In 2016, there were 240 boats anchored in the bay, a number which has dwindled to about 40, according to RBRA Executive Director Brad Gross. A settlement with the San Francisco Bay Conservation and Development Commission requires that all illegally anchored vessels be removed by October of 2026.

“We should be able to get to the rest of the people in about a year,” he said. “We can house about two people a month.” 

Anchor outs that were moored in the bay as of a June 2022 survey are eligible for the buy back program and the voucher. 

“What we didn’t want was to announce the program and then get a flood of boats from all of the Bay Area thinking they are going to get a housing voucher,” Gross said.

Warner, 62, arrived in Richardson Bay in 2001. By that time he had already spent 11 years living on the water in a marina in San Mateo County, but had been evicted to make way for a housing development. At a friend’s suggestion, he motored his 36-foot Bayliner to Richardson Bay, and ended up anchoring a few hundred yards out from the Bay Model Visitor Center.

The location worked well for him. He would row back and forth to downtown Sausalito, cleating his skiff to the dingy dock at Schoonmaker Beach, and clocking in at jobs ranging from hotel night manager to gas station attendant to administrator at an appliance store and automobile dealership.

“I never missed a beat,” he said.

In Richardson Bay, he found a community of “wild, wild west” outlaws who could be difficult to get along with — many struggled with addiction and alcoholism, as he did — but who also watched out for one another in what was a dangerous environment. In 23 years Warner went through 13 boats and managed to hold down more than dozen jobs, before retiring seven years ago.

While Warner loved the freedom, and price, of anchoring out, it was dangerous. He said nine neighbors died last year from everything from overdoses to heart attacks to drowning. The storms in recent years have become increasingly severe, leading to more sleepless days of round-the-clock watches.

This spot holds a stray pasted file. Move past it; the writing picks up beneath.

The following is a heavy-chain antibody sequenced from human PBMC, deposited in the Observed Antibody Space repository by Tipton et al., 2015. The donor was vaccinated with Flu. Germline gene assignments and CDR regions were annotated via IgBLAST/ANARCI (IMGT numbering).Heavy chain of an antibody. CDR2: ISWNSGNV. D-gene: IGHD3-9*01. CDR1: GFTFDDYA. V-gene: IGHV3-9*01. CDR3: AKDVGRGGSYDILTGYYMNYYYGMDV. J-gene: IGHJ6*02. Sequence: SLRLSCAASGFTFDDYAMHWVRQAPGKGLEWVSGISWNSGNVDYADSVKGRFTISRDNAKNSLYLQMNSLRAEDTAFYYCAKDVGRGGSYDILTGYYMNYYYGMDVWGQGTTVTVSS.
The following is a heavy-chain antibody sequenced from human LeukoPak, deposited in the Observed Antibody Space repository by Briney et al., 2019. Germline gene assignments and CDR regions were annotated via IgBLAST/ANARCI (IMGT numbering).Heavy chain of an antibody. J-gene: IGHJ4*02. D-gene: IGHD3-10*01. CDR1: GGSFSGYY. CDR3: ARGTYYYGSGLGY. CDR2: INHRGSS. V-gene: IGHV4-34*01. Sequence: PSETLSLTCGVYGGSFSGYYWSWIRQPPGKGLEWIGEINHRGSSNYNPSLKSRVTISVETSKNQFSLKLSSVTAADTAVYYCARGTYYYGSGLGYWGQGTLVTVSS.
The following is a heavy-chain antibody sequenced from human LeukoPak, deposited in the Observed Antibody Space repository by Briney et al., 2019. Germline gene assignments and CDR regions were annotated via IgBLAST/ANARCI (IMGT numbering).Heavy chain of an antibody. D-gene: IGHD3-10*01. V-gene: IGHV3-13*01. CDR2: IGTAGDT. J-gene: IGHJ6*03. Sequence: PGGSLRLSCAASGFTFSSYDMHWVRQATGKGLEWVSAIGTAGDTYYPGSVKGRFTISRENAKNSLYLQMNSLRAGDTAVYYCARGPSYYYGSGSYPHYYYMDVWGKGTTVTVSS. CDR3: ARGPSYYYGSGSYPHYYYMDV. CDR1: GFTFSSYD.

“You can’t see what is going on at night out there. The wind, the waves, the water, it’s a whiteout. And you can’t sleep anyway. You are pinned to the walls. You are clinging to the mast,” he said. “Living on a boat out there is a big responsibility. Boats break loose during a storm and the whole pile could smash into you.  Your boat busts loose and blows ashore? Dude, you are responsible for that guy’s dock.”

A former water polo player, Warner is a strong swimmer — a skill he was forced to put to use on more than one occasion. Once, during a storm, he was rowing back to his boat at 1:30 in the morning when his oar lock broke. He got carried away in the current, eventually ending up “over the bow and in the water.”

Warner’s screams for help were heard by a resident of a houseboat at Galilee Harbor who rowed out into the dark waters to find him. Warner had been wearing warm clothes and a long wool coat when he fell in, but had shed the layers in order to swim. He said he was “done, on my last breath” when the rescuer pulled up.

“I told the guy, ‘I’m coming up naked, dog,’ ” Warner recalled. “Man, you have to get rid of your clothes when you hit that water. I don’t care if you are embarrassed or not.”

Warner said some of the hard-core anchor outs regarded the housing voucher program with skepticism, but others have come to embrace it. Two other anchor outs took units at Summit at Sausalito, where Warner moved.  

“All these anchor outs — Pump Out Bob, Caribbean Bob — they were all saying ‘Drew, you’re just a sell out, f— that s—, no way.’ Guess what? They all followed my footsteps,” he said. 

From the decks of his new apartment on a Marin City hilltop, Warner looks across the Richardson Bay Bridge toward Strawberry. He can see the twinkling lights of Belvedere. And he can watch the churning blues and grays of Richardson Bay, the very spot where he anchored for all those years.

After 23 years on the water, living in a one-bedroom townhome-style apartment with wall-to-wall carpeting has been so strange he didn’t sleep for three days after he moved in last month.

Yet, Warner said he now feels like he’s “living on top of the world.”

“I’ve got two balconies — upper floor, lower floor, stainless steel kitchen, washer and dryer,” he said. “The place looks like something out of Martha Stewart.”

Reach J.K. Dineen:

March 2, 2024|Updated March 2, 2024 8:21 a.m.


By J.K. Dineen